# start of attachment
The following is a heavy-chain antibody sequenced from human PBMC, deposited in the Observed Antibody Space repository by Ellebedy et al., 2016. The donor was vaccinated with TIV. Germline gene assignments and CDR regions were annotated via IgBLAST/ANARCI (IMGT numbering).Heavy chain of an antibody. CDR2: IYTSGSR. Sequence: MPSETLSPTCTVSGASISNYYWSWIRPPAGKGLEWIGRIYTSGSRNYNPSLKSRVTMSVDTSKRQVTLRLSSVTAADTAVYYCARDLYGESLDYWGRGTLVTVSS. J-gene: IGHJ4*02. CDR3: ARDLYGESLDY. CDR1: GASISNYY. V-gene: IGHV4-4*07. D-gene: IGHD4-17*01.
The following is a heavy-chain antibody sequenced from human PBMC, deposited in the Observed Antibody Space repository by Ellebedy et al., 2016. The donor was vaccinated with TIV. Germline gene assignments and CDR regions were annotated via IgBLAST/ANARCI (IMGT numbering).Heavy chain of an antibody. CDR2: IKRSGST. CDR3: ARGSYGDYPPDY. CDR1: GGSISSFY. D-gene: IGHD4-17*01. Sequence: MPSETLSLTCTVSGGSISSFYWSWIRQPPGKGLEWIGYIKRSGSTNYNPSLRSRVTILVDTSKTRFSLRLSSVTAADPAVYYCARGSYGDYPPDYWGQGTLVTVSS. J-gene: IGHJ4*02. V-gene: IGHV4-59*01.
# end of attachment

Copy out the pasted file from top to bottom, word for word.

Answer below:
The following is a heavy-chain antibody sequenced from human PBMC, deposited in the Observed Antibody Space repository by Ellebedy et al., 2016. The donor was vaccinated with TIV. Germline gene assignments and CDR regions were annotated via IgBLAST/ANARCI (IMGT numbering).Heavy chain of an antibody. CDR2: IYTSGSR. Sequence: MPSETLSPTCTVSGASISNYYWSWIRPPAGKGLEWIGRIYTSGSRNYNPSLKSRVTMSVDTSKRQVTLRLSSVTAADTAVYYCARDLYGESLDYWGRGTLVTVSS. J-gene: IGHJ4*02. CDR3: ARDLYGESLDY. CDR1: GASISNYY. V-gene: IGHV4-4*07. D-gene: IGHD4-17*01.
The following is a heavy-chain antibody sequenced from human PBMC, deposited in the Observed Antibody Space repository by Ellebedy et al., 2016. The donor was vaccinated with TIV. Germline gene assignments and CDR regions were annotated via IgBLAST/ANARCI (IMGT numbering).Heavy chain of an antibody. CDR2: IKRSGST. CDR3: ARGSYGDYPPDY. CDR1: GGSISSFY. D-gene: IGHD4-17*01. Sequence: MPSETLSLTCTVSGGSISSFYWSWIRQPPGKGLEWIGYIKRSGSTNYNPSLRSRVTILVDTSKTRFSLRLSSVTAADPAVYYCARGSYGDYPPDYWGQGTLVTVSS. J-gene: IGHJ4*02. V-gene: IGHV4-59*01.